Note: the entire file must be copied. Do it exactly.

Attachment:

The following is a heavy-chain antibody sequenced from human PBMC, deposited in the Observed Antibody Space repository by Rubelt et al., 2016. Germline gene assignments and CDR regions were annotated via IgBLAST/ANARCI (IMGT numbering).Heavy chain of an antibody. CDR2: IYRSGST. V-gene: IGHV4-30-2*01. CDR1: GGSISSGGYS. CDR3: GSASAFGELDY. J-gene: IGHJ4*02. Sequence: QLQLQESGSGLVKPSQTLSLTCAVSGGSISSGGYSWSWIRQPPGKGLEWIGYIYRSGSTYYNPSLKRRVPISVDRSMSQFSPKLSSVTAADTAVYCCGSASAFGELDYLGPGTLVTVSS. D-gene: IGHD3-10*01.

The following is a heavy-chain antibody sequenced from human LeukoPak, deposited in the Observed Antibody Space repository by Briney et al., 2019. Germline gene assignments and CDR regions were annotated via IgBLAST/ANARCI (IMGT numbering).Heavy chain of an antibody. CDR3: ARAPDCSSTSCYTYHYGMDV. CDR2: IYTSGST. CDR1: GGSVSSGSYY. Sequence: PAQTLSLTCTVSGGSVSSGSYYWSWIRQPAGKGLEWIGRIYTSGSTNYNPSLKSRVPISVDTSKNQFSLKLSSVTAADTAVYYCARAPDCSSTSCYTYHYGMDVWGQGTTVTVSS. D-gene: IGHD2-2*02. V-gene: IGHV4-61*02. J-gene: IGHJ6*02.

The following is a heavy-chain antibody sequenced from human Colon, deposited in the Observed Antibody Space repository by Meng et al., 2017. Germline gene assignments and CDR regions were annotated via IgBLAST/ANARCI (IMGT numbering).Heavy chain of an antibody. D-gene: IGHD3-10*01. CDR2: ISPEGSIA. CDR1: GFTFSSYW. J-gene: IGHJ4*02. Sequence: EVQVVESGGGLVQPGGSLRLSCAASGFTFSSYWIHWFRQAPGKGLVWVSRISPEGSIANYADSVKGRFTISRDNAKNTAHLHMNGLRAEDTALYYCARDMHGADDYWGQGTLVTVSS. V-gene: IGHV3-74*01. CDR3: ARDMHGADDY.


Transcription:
The following is a heavy-chain antibody sequenced from human PBMC, deposited in the Observed Antibody Space repository by Rubelt et al., 2016. Germline gene assignments and CDR regions were annotated via IgBLAST/ANARCI (IMGT numbering).Heavy chain of an antibody. CDR2: IYRSGST. V-gene: IGHV4-30-2*01. CDR1: GGSISSGGYS. CDR3: GSASAFGELDY. J-gene: IGHJ4*02. Sequence: QLQLQESGSGLVKPSQTLSLTCAVSGGSISSGGYSWSWIRQPPGKGLEWIGYIYRSGSTYYNPSLKRRVPISVDRSMSQFSPKLSSVTAADTAVYCCGSASAFGELDYLGPGTLVTVSS. D-gene: IGHD3-10*01.

The following is a heavy-chain antibody sequenced from human LeukoPak, deposited in the Observed Antibody Space repository by Briney et al., 2019. Germline gene assignments and CDR regions were annotated via IgBLAST/ANARCI (IMGT numbering).Heavy chain of an antibody. CDR3: ARAPDCSSTSCYTYHYGMDV. CDR2: IYTSGST. CDR1: GGSVSSGSYY. Sequence: PAQTLSLTCTVSGGSVSSGSYYWSWIRQPAGKGLEWIGRIYTSGSTNYNPSLKSRVPISVDTSKNQFSLKLSSVTAADTAVYYCARAPDCSSTSCYTYHYGMDVWGQGTTVTVSS. D-gene: IGHD2-2*02. V-gene: IGHV4-61*02. J-gene: IGHJ6*02.

The following is a heavy-chain antibody sequenced from human Colon, deposited in the Observed Antibody Space repository by Meng et al., 2017. Germline gene assignments and CDR regions were annotated via IgBLAST/ANARCI (IMGT numbering).Heavy chain of an antibody. D-gene: IGHD3-10*01. CDR2: ISPEGSIA. CDR1: GFTFSSYW. J-gene: IGHJ4*02. Sequence: EVQVVESGGGLVQPGGSLRLSCAASGFTFSSYWIHWFRQAPGKGLVWVSRISPEGSIANYADSVKGRFTISRDNAKNTAHLHMNGLRAEDTALYYCARDMHGADDYWGQGTLVTVSS. V-gene: IGHV3-74*01. CDR3: ARDMHGADDY.